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Tom Nakashima & Printmaking


Tom Nakashima, Orchardhouse, 2005. Six color lithograph. Morris Museum of Art, Augusta, Georgia. Gift of Jackson A. Cheatham.


Painter and printmaker Tom Nakashima was born in Seattle in 1941. He attended Loras College in Dubuque, Iowa, where he completed his bachelor's degree in 1965. He earned MA and MFA degrees from the University of Notre Dame in 1966 and 1967, respectively. He has taught at the Catholic University of America since 1981. Nakashima, who was born to a Japanese-American father and an Irish-Canadian mother, draws on sources from both traditional Japanese art and modern European masters. As Nakashima grew up during World War II, America was confining his extended family members and countrymen to internment camps. His knowledge of this occurrence is a major theme of his allegorical work. For example, he often uses a gilded cage to symbolize their imprisonment. Nakashima's work is in the holdings of numerous museums across the United States and in Japan, including the National Museum of American Art, the Corcoran Museum, and the Long Beach Museum of Art. Among his awards is a Mid-Atlantic/National Endowment for the Arts Fellowship and an Award for the Visual Arts.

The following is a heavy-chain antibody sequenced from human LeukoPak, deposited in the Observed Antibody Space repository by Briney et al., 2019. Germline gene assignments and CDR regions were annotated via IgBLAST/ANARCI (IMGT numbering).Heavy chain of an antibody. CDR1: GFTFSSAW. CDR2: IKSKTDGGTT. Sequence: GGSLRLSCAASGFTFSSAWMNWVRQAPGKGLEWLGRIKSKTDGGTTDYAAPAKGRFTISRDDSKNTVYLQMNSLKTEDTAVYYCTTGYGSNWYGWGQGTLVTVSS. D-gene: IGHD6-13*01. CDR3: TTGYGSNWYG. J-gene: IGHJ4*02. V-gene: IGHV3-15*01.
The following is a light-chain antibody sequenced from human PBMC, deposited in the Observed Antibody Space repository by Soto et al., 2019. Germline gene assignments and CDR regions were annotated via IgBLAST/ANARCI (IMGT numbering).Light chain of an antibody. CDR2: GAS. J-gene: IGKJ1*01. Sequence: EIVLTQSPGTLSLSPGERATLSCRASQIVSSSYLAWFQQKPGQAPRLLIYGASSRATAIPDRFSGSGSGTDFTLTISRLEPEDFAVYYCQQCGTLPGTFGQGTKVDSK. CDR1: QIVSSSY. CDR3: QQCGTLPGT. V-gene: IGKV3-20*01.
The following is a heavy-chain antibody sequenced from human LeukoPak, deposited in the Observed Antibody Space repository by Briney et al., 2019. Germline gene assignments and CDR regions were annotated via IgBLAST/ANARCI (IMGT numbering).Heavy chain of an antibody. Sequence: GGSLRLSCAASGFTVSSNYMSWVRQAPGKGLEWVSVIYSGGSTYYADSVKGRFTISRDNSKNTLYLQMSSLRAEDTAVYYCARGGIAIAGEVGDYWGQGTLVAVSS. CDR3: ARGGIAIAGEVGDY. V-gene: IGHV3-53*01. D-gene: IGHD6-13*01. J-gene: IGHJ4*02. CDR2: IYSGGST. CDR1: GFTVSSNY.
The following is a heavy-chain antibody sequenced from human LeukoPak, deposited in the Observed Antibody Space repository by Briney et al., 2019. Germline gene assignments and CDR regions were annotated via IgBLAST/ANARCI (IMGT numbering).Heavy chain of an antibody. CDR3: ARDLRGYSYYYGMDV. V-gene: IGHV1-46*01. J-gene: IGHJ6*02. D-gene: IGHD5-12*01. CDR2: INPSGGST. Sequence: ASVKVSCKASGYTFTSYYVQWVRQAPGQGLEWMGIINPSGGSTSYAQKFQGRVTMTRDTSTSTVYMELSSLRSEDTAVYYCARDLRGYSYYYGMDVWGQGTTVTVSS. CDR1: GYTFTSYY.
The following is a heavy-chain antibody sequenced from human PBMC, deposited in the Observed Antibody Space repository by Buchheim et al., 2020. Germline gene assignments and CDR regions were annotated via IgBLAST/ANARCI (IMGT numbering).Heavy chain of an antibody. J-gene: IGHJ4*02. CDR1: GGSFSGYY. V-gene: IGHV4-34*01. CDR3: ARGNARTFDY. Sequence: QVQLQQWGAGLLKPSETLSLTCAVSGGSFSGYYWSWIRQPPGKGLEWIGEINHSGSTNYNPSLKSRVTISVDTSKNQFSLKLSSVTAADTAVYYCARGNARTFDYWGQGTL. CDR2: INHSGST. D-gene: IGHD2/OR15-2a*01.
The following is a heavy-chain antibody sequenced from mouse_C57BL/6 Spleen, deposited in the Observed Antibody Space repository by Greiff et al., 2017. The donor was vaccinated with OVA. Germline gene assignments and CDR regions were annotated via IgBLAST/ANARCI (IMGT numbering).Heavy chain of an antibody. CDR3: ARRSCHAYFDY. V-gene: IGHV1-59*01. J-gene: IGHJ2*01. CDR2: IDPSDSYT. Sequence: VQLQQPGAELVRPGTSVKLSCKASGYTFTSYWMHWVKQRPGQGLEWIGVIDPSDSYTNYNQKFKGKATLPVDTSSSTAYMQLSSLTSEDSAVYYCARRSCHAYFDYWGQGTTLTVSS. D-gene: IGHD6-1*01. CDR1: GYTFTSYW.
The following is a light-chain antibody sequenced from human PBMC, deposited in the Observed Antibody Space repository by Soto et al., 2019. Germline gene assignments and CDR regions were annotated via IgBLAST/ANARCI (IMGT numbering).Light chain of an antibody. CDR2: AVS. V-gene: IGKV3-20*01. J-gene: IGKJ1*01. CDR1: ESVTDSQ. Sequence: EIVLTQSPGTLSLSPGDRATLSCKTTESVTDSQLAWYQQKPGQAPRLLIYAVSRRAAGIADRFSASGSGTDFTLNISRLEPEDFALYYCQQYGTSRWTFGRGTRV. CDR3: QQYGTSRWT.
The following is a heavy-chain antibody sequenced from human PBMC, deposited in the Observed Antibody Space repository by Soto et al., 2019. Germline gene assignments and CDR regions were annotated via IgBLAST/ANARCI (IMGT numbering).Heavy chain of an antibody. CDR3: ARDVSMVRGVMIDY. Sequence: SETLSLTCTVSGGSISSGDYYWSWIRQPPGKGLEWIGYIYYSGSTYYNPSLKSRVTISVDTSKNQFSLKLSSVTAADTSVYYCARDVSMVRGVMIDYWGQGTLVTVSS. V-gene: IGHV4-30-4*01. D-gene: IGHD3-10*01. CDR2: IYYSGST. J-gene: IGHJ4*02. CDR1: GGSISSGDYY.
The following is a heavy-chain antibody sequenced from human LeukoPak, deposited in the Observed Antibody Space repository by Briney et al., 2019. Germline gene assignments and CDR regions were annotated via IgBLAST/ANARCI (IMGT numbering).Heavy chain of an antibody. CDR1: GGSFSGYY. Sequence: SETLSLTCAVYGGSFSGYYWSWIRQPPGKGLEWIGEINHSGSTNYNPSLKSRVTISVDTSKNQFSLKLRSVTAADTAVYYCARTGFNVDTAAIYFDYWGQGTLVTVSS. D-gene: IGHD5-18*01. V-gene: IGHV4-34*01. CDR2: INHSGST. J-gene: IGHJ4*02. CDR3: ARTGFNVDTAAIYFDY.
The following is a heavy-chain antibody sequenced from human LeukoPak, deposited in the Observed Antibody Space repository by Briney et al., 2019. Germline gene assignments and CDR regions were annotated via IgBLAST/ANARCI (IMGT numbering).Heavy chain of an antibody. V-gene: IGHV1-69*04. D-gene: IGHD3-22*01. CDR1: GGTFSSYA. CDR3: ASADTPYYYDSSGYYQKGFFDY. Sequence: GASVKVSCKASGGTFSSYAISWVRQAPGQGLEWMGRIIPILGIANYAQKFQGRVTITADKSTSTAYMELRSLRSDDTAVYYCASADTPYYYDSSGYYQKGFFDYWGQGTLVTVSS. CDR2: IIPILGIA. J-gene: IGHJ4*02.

Orchardhouse was created while Nakashima was the William S. Morris Eminent Scholar in Art at Augusta State University.


DIY Printmaking

Supplies:

Paper

Styrofoam (you can use a takeout container)

Paint

Paintbrush

Pencil


Instructions:

Decide on an image/design

Use you pencil to press the design into the styrofoam. You should press hard enough to create a deep divot but not hard enough to poke a hole.

Paint your styrofoam

Press the styrofoam, paint side down, onto a piece of paper. Press hard.

Lift up!

*You can do multiple layers in different colors, so it looks like a professional printmaker's work, just draw corner marks on your paper so you place the styrofoam in the correct place each time.





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